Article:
What makes a child custody case complex in Connecticut?

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We’re in a day and age when both parents want to play active roles in the lives of their children. Unfortunately, when the marriage ends and a divorce ensues, instead of being child-focused, some parents put their needs first and use the children as pawns. This can be seen in three areas/issues that frequently arise in complex child custody cases: relocation, alienation and the impact of psychological evaluations.


Relocation in a child custody case does not mean moving from one suburb to another nearby. Rather, it is moving such a distance to make a normal parenting plan impossible. A relocation results one of the parents having a long-distance relationship with the child, with his or her parenting time centered around holidays and vacations from school. Courts often suggest Skype or FaceTime as a solution for the non-relocating parent as a means to stay in touch with the children. The use of such media ignores the reality that this is not a substitute for parenting; after all, a parent can’t come through the screen and hug his or her child.

Connecticut law, for a post judgment relocation, requires a relocating parent to demonstrate that: there is  a reasonable purpose for the move; the proposed new residence is reasonable in light of the reasons stated for the move;  and the move must also be in the best interests of the child. Examples of a reasonable purpose for relocation may be: economic necessity, the need to be closer to family members who could help with child care; or an employment opportunity. The burden often shifts to the non-relocating parent as to why the move is not reasonable or in the best interests of children. Compromises in relocation cases are all but impossible. If a parent wants to move to San Diego, you’d can’t split the difference by having the parent move to Iowa.

Relocation can have a significant impact on children and their relationship with the nonrelocating parent. The non-relocating parent will not be there for things such as school events, concerts, athletic events, or many life moments.   There are ways that the non-relocating parent can combat this impact, primarily by a commitment to frequently visit the child and ensure their presence at as many of these important events as possible. 

Parental Alienation

One of biggest problems with parental alienation cases is that few lawyers and judges are informed about what it is. Parental alienation is such an emotionally laden issue that when it is asserted in a case, it is like a bomb going off. Parental alienation summons the image of a parent manipulating a child to build fear, hostility or distrust toward the other parent, with the goal of severing that parent child relationship for no apparent reason. Research has shown a more complicated picture.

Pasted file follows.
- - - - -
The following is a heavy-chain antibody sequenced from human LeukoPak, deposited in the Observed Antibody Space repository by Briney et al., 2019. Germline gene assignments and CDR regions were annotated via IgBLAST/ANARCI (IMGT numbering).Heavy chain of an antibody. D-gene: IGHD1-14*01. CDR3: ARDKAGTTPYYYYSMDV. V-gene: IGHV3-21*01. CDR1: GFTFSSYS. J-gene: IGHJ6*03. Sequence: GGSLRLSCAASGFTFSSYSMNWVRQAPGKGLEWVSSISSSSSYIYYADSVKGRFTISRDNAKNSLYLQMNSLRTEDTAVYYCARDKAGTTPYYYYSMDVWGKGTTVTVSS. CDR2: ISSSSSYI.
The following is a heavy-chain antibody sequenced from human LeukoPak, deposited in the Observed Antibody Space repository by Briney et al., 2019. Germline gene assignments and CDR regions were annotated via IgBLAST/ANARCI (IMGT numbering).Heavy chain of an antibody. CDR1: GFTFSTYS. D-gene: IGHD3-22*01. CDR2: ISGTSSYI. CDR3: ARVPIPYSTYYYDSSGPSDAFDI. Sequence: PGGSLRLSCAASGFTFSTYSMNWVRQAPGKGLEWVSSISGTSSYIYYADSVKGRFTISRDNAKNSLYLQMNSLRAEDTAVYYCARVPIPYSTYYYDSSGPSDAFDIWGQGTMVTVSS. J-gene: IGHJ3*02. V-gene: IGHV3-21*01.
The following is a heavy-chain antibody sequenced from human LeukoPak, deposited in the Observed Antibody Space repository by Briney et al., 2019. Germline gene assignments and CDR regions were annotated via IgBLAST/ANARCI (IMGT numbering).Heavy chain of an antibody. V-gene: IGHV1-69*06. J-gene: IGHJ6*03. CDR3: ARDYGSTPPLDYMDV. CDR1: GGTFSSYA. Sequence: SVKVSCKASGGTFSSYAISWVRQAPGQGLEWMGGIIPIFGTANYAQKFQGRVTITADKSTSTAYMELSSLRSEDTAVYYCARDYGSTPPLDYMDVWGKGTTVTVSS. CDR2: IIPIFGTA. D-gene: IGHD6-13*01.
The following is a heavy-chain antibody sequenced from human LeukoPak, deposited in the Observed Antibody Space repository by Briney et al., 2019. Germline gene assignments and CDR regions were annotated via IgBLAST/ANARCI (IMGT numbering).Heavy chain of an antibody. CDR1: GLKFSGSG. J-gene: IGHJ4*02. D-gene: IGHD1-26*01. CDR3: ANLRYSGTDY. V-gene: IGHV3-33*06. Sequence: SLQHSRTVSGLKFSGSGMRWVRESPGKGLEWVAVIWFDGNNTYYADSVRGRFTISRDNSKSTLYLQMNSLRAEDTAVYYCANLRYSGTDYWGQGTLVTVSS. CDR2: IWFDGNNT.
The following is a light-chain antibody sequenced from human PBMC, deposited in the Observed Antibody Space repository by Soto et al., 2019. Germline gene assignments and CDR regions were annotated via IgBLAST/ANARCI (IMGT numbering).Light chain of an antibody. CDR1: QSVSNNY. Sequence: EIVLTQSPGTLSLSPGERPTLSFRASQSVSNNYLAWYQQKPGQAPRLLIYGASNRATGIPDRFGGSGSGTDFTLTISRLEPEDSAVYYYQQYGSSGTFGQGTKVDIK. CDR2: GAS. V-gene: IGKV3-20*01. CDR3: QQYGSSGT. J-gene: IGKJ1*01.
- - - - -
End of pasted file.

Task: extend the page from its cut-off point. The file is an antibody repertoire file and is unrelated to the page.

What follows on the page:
Several factors can lead a child to resist seeing a parent. It may result from one parent overtly or covertly encouraging a child not to see the other parent. A rejected parent may not have a strong bond with the child, making it difficult to maintain the relationship after parental separation. The rejected parent may have engaged in violence, ridicule or unreasonable expectations toward the child.  It is often not a one size fits all issue, but rather has several components

Courts often want to send the rejected parent and child to “reunification” therapy. However, without specific parameters and expectations, this seldom works. The reason for the rejection must be identified in order to direct the treatment. It is wise to recognize the refuse/resist dynamic as a family systems problem, requiring the whole family be involved in therapy. Everyone plays a role in this dynamic.  This intervention is more successful the early it occurs. If too much time goes by, it is difficult or impossible for the alienated parent to reestablish the bond with the child.

Child Custody and Psychological Evaluations

The third issue comes up in a complex child custody case is a child custody and psychological evaluation. One parent often claims that their spouse has is narcissistic, suffers from bipolar disorder or is obsessive compulsive. They erroneously believe that, by asserting a mental health diagnostic label, custody is automatically determined. What such a view point ignores is that all of us can be diagnosed with a mental health disorder, trait or feature.

The import of a psychological evaluation is not the diagnosis but how such mental health issue affects your ability to parent. One narcissist may be a perfectly appropriate parent, while the other is not.  There should be a nexus between the diagnosis and the behavior regarding parenting issues. 

Louise T. Truax has tried several child custody cases in Connecticut involving issues of relocation, parental alienation and where child custody and psychological evaluations are used. She is a member of the American Association of Matrimonial Lawyers. She is also on the Board of Directors of Overcoming Barriers, a nonprofit organization of lawyers, judges and mental health professionals working on parental alienation issues.


The answer is intended to be for informational purposes only. It should not be relied on as legal advice, nor construed as a form of attorney-client relationship.

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